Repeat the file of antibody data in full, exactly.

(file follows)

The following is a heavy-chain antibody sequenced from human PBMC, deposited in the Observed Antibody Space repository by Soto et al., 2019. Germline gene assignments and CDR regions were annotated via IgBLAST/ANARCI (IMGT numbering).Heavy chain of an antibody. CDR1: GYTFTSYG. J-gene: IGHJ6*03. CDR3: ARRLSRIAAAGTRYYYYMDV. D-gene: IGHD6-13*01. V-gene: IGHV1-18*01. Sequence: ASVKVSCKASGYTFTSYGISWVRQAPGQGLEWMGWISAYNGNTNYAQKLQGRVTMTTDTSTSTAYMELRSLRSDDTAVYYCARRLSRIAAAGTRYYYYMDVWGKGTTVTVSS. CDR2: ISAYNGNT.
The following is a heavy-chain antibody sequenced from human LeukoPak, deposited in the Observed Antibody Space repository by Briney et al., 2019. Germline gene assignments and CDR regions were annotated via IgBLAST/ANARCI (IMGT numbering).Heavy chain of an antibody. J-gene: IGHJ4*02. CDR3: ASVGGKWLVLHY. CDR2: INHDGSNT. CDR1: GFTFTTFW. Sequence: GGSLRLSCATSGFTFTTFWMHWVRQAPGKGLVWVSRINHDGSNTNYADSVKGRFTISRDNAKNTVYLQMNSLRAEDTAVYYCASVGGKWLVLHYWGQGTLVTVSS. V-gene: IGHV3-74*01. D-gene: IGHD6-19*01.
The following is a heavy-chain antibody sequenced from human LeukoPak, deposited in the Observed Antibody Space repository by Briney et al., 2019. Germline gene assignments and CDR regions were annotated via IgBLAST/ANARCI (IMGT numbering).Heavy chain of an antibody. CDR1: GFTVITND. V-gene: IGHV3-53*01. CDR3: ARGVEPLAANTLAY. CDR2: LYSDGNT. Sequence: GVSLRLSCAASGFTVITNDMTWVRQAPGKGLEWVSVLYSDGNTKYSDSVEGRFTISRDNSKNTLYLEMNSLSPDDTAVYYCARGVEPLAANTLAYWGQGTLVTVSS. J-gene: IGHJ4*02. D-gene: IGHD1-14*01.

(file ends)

The following is a heavy-chain antibody sequenced from human PBMC, deposited in the Observed Antibody Space repository by Soto et al., 2019. Germline gene assignments and CDR regions were annotated via IgBLAST/ANARCI (IMGT numbering).Heavy chain of an antibody. CDR1: GYTFTSYG. J-gene: IGHJ6*03. CDR3: ARRLSRIAAAGTRYYYYMDV. D-gene: IGHD6-13*01. V-gene: IGHV1-18*01. Sequence: ASVKVSCKASGYTFTSYGISWVRQAPGQGLEWMGWISAYNGNTNYAQKLQGRVTMTTDTSTSTAYMELRSLRSDDTAVYYCARRLSRIAAAGTRYYYYMDVWGKGTTVTVSS. CDR2: ISAYNGNT.
The following is a heavy-chain antibody sequenced from human LeukoPak, deposited in the Observed Antibody Space repository by Briney et al., 2019. Germline gene assignments and CDR regions were annotated via IgBLAST/ANARCI (IMGT numbering).Heavy chain of an antibody. J-gene: IGHJ4*02. CDR3: ASVGGKWLVLHY. CDR2: INHDGSNT. CDR1: GFTFTTFW. Sequence: GGSLRLSCATSGFTFTTFWMHWVRQAPGKGLVWVSRINHDGSNTNYADSVKGRFTISRDNAKNTVYLQMNSLRAEDTAVYYCASVGGKWLVLHYWGQGTLVTVSS. V-gene: IGHV3-74*01. D-gene: IGHD6-19*01.
The following is a heavy-chain antibody sequenced from human LeukoPak, deposited in the Observed Antibody Space repository by Briney et al., 2019. Germline gene assignments and CDR regions were annotated via IgBLAST/ANARCI (IMGT numbering).Heavy chain of an antibody. CDR1: GFTVITND. V-gene: IGHV3-53*01. CDR3: ARGVEPLAANTLAY. CDR2: LYSDGNT. Sequence: GVSLRLSCAASGFTVITNDMTWVRQAPGKGLEWVSVLYSDGNTKYSDSVEGRFTISRDNSKNTLYLEMNSLSPDDTAVYYCARGVEPLAANTLAYWGQGTLVTVSS. J-gene: IGHJ4*02. D-gene: IGHD1-14*01.